You Get What You Pay For

Charles Krauthammer has it right: the number one take-away from Osama bin Laden's killing is the "reach, power and efficiency" of the American military. The reach is global, the power is both immense and immensely precise (President Obama was able to reject the bomb-it-to-smithereens option on Osama bin Laden's compound in favor of the special operations raid), and the application of force produced exactly the outcome intended. Even more than its efficiency, the effectiveness of this very complex operation was astonishing; many television commentators tellingly contrasted it to Operation Eagle Claw, the ill-fated Iran hostage rescue attempt.

Reach, power, and effectiveness come with a price tag, however. At $700 billion per year when the costs of wartime operations are factored in, it's not cheap. But at less than 5 percent of gross domestic product, it's more than affordable and at a relatively low level by recent historical standards. Over five decades, Cold War annual budgets averaged half again as much. And when measured by the other costs to American society, such as the fact that the active duty force totals about one-half of one percent of the population, the U.S. military is a bargain that cannot be beat.

This effectiveness is the product of long investment, over many administrations, but also one set of very large investments during Ronald Reagan's two terms. That "Cold War military" allegedly remains the core of today's force, providing the bulk of the personnel and training systems, the main weapons systems and, even more important, the esprit and morale that have proved so durable in the post-9/11 years. Those investments have paid handsome dividends, but have never been fully renewed.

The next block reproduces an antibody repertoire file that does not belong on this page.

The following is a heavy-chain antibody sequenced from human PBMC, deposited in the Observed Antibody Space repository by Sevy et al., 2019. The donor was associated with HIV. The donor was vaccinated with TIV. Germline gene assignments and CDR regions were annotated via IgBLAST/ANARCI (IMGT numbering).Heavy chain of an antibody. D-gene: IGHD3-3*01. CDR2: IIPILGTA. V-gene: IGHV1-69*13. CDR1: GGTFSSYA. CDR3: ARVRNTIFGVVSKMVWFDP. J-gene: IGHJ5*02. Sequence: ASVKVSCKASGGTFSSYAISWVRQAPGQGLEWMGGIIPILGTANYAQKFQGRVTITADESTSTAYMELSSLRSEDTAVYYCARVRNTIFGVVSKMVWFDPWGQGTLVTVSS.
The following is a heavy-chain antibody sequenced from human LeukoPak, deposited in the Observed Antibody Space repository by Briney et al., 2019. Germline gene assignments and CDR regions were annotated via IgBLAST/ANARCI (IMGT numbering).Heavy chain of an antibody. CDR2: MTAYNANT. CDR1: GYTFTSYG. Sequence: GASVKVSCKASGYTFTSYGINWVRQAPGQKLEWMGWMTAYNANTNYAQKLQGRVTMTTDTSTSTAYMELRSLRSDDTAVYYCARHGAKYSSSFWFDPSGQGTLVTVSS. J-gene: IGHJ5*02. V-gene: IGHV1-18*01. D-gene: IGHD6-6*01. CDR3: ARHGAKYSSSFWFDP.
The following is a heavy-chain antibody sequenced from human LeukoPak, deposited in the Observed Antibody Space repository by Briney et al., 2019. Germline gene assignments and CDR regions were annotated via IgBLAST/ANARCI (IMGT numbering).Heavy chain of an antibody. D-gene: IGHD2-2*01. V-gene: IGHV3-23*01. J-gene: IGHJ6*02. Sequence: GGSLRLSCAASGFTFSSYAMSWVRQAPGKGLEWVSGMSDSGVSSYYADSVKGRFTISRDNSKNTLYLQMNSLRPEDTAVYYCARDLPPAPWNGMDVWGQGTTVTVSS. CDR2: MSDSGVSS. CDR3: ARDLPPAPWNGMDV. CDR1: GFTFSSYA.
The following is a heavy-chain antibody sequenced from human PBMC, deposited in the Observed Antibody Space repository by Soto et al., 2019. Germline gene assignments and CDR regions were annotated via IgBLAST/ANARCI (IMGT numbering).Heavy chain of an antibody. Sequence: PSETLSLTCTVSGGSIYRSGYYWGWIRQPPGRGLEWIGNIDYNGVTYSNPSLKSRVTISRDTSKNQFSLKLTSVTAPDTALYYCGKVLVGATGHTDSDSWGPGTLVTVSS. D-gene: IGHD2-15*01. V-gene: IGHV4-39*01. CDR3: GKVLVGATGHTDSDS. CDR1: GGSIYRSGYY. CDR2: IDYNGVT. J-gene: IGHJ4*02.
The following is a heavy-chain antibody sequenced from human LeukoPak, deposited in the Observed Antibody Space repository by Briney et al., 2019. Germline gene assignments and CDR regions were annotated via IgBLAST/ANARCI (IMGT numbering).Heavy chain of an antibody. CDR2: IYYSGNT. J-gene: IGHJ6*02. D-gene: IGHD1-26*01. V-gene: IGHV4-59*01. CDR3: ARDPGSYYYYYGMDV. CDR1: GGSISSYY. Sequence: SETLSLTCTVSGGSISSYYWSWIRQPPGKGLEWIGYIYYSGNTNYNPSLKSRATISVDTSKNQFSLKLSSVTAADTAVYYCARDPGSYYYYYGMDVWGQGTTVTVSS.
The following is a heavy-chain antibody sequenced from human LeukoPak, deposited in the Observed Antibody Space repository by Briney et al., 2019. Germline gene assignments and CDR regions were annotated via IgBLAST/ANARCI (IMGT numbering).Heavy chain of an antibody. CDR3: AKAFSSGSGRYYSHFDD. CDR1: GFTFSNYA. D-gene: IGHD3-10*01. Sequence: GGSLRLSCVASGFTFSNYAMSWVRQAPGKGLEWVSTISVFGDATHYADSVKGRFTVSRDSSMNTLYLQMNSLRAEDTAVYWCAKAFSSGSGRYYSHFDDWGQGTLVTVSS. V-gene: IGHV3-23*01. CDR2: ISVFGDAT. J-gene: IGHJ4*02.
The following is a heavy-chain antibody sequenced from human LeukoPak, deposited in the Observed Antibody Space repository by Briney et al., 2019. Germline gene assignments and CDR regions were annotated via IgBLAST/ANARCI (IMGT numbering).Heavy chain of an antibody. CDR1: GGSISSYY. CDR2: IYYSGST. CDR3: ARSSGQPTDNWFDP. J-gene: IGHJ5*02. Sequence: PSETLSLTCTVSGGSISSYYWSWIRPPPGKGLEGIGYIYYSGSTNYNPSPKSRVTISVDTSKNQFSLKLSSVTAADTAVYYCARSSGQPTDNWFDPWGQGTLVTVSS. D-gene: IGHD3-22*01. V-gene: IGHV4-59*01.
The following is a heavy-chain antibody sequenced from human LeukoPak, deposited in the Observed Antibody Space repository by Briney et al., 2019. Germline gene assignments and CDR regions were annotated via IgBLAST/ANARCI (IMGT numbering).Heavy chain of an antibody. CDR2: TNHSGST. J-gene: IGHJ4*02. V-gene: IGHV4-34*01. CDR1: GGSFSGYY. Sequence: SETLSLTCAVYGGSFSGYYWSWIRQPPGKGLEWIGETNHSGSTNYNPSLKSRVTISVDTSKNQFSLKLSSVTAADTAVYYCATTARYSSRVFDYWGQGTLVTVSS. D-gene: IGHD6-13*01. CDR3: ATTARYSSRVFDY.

Thus it would be ironic – if it weren't so obvious and a reflection of a bipartisan failure of will – that this stunning success comes at the moment when the U.S. military faces a further downsizing and diminution of capability. Two weeks before giving the "go order" to take out Osama bin Laden, President Obama proposed his third round of defense budget reductions, taking another $400 billion from the Pentagon. It may be that Congress, whether through the House leadership or the Senate's "Gang of Six," not only accepts that proposal but also increases the cuts.
The Osama bin Laden raid may be a singular success, but it comes at the end of a decade's worth of persistent effort and constant conflict amortizing investments made a generation ago. Global reach, unequalled combat power and battlefield efficiency – in other words, victory – demand a 24-7-365, all-the-time effort. We will not get what we do not pay for.

Thomas Donnelly is a Resident Fellow at AEI

U.S. Army/Department of Defense

 

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